5 Things to Know About DNA Testing Before Ordering a Test


Before going for genetic DNA testing, here are some things to know.

1. Understand the Limits of What’s Possible

There are many different types of DNA tests that provide different results. Determine what information you’re trying to learn and know what type of data you can and cannot find out through such a test. A home DNA test will capture approximately half to one million different areas of your genome, not the three billion base pairs that make up the human genome.

2. Be Prepared for Anything

You get to know more about yourself by taking an ancestry DNA test. There are some hidden secrets that can only be unraveled with DNA testing. Maybe your primary purpose for opting for a DNA test was to find out about your ancestry. Instead, the result provided information about unexpected paternity.

In some cases, depending on the test you use, you may discover that you have the potential to develop a certain disease. Before you take the test, make sure you’re ready to hear the results.

3. DNA Test Options Available

When it comes to DNA testing, you have many different options available to consider. These include the Y chromosome (Y-DNA) test and Mitochondrial DNA test (mtDNA test). While the Y-DNA test is specifically designed to determine the direct father’s inline ancestry, the mtDNA test explores the mother’s inline heritage. Whereas the former is for men only, the latter can be used by both men and women.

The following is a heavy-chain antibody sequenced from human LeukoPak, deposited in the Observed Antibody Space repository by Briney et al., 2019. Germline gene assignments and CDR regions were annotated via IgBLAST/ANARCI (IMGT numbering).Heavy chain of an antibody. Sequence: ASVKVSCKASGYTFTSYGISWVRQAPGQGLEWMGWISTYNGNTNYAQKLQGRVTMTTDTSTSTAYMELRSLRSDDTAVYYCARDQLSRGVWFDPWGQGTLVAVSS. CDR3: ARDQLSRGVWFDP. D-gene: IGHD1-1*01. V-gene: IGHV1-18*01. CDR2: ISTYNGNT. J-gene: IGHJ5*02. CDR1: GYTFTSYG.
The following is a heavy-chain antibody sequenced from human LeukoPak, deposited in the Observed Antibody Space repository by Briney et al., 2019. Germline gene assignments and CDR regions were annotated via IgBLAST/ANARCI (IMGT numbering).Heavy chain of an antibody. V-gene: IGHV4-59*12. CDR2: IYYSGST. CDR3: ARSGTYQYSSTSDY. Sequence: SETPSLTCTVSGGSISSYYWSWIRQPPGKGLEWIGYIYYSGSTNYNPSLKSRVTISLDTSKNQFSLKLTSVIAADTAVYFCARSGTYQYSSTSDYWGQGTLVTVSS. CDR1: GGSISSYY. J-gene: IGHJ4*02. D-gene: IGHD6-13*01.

Another test option to consider is the autosomal DNA test. This test is not gender-specific unlike a Y-DNA (father’ -inline ancestry) and mtDNA test (mother’s inline heritage). This test does not focus on the specific line of your family tree. Rather, it covers all aspect. Also, the test works perfectly for both men and women. To perform an autosomal DNA test, patients will have to provide a saliva sample and nothing more.

4. Are There Any Privacy Risks?

For DNA testing, confidentiality and discreetness are top priorities. If you’re concerned about privacy risks, you are not alone. But one thing is sure–no company will hold claim to ownership rights with regards to DNA testing. You have full rights over your DNA.

5. Consider the Medical Follow-Up Required After Testing

If after the test is carried out something serious is discovered in your genes, you might need the help of a professional to interpret the result. You might benefit from genetic counselling to come to terms with the little you know.

Some results may not be easy to interpret while others might have medical implications for you and your family. Using online resources to help interpret genetic information may not be the best option. Check to see if the DNA testing company offers counselling or further medical services. If not, locate a genetic clinic closest to you. Keep in mind that not all experts in genetic clinics are well-trained to understand DNA results. Be sure to work with an experienced professional.

Before proceeding with DNA testing, it is best to think carefully about whether you want to get answers to your curiosity.


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